Meet the Fashion-Industry Leaders Paving the Way for Future Black Creatives


(Image credit: Courtesy of Nana Agyemang; Courtesy of Sandrine Charles)

One of my favorite quotes is from the late Black poet and author Maya Angelou. It states, "I come as one, but I stand as ten thousand." It's an idea I think about when I'm sitting at fashion week or when I've popped into a preview to learn more about the collections from some of my favorite Black-owned brands. I'm always thinking about how so many before me paved the way in helping me get into that space. It's not something I take for granted because I understand how the odds are stacked against women of color.

It's an undisputed fact that women of color, specifically Black women, face more glass ceilings in their careers. The wage gap (for every dollar a white man makes, a Black woman comparatively makes 63 cents) and lack of venture-capital funding (only 0.6% of all investments in 2020 went to Black-founded companies) continue to be entry barriers to various fields for many Black women. Of course, our collective reckoning with systemic racism that began at the onset of protests in 2020 did start to move things forward. Many publications and retailers committed to the Fifteen Percent Pledge back in 2020. This year, the U.S. House of Representatives passed The CROWN Act, which would make it illegal to discriminate against natural hair textures.

Still, there's always more work to be done. Ensuring that we diversify our newsrooms and making sure BIPOC designers have access to capital and connections should be of uppermost importance year-round. No one understands that quite like the two founders and powerhouses, Sandrine Charles and Nana Agyemang. Their hustle, style, and dedication to expanding opportunities for creatives make them mavericks in their own right. They've been paving the way for future generations, but you don't just have to take my word for it. Ahead, you'll hear from Charles and Agyemang about their careers, why they founded their businesses, and the importance of creating opportunities for creatives of color for generations to come. 


(Image credit: Courtesy of Sandrine Charles)

WHO: Sandrine Charles, communications consultant, founder of Sandrine Charles Consulting, and co-founder of Black in Fashion Council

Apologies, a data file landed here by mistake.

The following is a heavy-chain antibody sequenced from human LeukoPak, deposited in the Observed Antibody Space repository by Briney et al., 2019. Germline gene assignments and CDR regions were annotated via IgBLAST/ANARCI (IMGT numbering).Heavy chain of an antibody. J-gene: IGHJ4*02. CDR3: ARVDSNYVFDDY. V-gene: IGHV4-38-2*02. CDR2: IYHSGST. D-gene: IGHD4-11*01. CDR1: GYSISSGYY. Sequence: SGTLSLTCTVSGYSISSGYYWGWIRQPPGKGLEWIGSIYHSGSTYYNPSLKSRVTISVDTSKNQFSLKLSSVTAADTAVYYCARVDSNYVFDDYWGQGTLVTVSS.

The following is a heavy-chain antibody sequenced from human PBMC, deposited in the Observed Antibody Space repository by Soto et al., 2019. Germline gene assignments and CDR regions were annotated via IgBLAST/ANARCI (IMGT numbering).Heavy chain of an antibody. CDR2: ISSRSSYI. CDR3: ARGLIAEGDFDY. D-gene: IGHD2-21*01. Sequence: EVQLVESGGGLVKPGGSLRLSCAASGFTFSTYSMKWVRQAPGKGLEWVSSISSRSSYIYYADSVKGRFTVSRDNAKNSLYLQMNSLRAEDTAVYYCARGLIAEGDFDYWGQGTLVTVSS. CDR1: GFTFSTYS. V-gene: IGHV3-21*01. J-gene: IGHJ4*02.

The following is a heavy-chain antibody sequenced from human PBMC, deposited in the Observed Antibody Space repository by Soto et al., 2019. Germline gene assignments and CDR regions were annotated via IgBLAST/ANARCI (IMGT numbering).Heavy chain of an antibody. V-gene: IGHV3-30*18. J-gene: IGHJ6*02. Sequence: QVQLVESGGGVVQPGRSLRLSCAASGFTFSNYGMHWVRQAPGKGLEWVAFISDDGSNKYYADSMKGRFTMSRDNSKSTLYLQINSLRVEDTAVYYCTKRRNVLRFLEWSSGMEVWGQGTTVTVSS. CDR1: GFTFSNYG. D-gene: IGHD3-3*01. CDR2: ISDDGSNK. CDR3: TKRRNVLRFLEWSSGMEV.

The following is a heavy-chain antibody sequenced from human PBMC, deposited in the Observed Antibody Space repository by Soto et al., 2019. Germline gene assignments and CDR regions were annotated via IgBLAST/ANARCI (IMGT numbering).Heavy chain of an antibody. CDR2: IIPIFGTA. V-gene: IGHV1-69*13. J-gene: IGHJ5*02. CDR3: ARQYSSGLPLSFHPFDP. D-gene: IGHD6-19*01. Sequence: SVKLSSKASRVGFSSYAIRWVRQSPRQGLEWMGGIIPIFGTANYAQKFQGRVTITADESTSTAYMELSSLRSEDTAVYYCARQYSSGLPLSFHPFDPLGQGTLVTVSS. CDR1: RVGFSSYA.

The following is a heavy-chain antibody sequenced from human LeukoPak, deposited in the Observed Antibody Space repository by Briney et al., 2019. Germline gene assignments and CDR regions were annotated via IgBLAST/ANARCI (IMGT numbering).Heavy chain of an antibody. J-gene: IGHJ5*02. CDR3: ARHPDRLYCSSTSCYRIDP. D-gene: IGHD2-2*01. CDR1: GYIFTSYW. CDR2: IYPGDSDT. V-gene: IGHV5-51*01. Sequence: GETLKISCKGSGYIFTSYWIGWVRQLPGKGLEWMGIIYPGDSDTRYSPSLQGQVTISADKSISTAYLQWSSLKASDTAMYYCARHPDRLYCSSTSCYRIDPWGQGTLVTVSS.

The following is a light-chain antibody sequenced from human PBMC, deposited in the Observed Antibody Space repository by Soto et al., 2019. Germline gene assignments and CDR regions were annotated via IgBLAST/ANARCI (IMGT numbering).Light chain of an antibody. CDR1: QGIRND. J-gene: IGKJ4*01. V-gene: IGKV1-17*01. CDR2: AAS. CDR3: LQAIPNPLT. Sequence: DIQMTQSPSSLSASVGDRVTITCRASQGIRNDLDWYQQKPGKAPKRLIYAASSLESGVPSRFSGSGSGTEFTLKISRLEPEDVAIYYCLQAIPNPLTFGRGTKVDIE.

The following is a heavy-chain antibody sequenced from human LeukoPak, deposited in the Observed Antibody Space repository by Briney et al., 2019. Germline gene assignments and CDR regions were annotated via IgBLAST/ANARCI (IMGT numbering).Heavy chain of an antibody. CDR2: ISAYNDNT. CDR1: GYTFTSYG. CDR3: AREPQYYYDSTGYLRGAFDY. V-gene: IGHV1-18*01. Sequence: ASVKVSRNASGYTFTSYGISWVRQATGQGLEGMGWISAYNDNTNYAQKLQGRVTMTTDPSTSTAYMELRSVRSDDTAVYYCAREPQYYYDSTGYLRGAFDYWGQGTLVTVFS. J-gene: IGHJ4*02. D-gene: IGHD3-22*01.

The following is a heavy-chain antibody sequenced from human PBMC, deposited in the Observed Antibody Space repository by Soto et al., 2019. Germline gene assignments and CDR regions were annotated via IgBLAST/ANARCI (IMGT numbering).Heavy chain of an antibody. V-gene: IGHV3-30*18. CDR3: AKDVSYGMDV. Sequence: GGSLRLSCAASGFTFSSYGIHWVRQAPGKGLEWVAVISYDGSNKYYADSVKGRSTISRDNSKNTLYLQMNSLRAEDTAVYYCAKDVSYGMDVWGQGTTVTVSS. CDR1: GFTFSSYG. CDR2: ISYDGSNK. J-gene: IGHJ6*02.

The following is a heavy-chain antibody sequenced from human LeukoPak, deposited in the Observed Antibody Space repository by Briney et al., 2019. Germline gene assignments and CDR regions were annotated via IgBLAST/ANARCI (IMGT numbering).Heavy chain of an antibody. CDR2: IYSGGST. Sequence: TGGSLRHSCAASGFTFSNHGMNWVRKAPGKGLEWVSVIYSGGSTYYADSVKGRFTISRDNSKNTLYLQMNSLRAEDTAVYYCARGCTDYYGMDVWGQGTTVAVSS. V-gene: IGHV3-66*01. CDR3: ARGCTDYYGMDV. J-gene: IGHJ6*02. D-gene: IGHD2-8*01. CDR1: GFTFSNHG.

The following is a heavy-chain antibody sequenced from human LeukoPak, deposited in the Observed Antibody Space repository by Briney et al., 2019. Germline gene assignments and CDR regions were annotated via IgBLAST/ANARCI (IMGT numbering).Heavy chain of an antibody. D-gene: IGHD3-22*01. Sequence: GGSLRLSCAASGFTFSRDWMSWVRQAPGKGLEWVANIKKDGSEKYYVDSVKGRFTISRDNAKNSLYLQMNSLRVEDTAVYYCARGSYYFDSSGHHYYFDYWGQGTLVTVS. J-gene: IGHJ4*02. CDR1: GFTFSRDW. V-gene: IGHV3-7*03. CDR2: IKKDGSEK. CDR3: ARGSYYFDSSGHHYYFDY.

For those who aren't familiar with your work, how long have you worked in the fashion industry? What compelled you to pursue a career in fashion PR?

I have worked in PR for almost 14 years and was inspired to work in this space after an opportunity to go to an industry event. That event sparked my interest in getting into the industry. I was inspired by another way of working outside of my projected legal career path.

You not only own your consulting and PR firm, but you also co-founded the Black in Fashion Council (BIFC). For you, why do you think it's more important than ever for fellow Black creatives to take the jump and start building their own space in the industry? 

I believe Black creatives can take up space in various categories and spaces in addition to building their own space in the industry. We still absolutely need creatives at established companies and brands [to] share their talents. In terms of entrepreneurship, I think experience propels the longevity of opportunity. Working in the industry and gaining experience has helped me navigate my entrepreneurial life.


(Image credit: Courtesy of Sandrine Charles via BFA)

Sadly, despite the collective shift in conversations around systemic racism and sustainability over the past few years, there are still sectors of fashion that aren't invested in real change beyond the surface level. Would you say the desire to change the industry for the better is what compelled you to start BIFC? 

Lindsay Peoples Wagner and I are hoping our efforts shift the narrative of equality in the industry standard. We are working on multiple initiatives with brands and partners to set up a structure for people currently in the industry and the next generation. The goal is to create opportunities for success in the long run for Black people.